BOOK SUMMARY: "If you take a bad boy and make him dig a hole every day in the hot sun, it will turn
him into a good boy." Such is the reigning philosophy at Camp Green Lake, a juvenile detention facility
where there is no lake, and there are no happy campers. In place of what used to be "the largest lake in Texas"
is now a dry, flat, sunburned wasteland, pocked with countless identical holes dug by boys improving their
Stanley Yelnats, of palindromic name and ill-fated pedigree, has landed at Camp Green Lake because it seemed a
better option than jail. No matter that his conviction was all a case of mistaken identity, the Yelnats family has
become accustomed to a long history of bad luck, thanks to their "no-good-dirty-rotten-pig-stealing-great-great-grandfather!"
Despite his innocence, Stanley is quickly enmeshed in the Camp Green Lake routine: rising before dawn to dig a
hole five feet deep and five feet in diameter; learning how to get along with the Lord of the Flies-styled pack of
boys in Group D; and fearing the warden, who paints her fingernails with rattlesnake venom. But when Stanley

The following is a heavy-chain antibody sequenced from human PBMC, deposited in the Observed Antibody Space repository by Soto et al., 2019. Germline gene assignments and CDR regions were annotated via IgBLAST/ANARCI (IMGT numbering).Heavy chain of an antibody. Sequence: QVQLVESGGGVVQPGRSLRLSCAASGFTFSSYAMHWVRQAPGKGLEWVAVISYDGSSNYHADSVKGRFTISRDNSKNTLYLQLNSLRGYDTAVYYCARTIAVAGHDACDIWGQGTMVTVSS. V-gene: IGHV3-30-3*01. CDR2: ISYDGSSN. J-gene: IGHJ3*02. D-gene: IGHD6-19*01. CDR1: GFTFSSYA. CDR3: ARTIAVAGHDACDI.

realizes that the boys may not just be digging to build character--that in fact the warden is seeking
something specific--the plot gets as thick as the irony.
It's a strange story, but strangely compelling and lovely too. Louis Sachar uses poker-faced understatement
to create a bizarre but believable landscape--a place where Major Major Major Major of Catch-22 would feel
right at home. But while there is humor and absurdity here, there is also a deep understanding of
friendship and a searing compassion for society's underdogs.
As Stanley unknowingly begins to fulfill his destiny--the dual plots coming together to reveal that
fate has big plans in store--we can't help but cheer for the good guys, and all the Yelnats everywhere.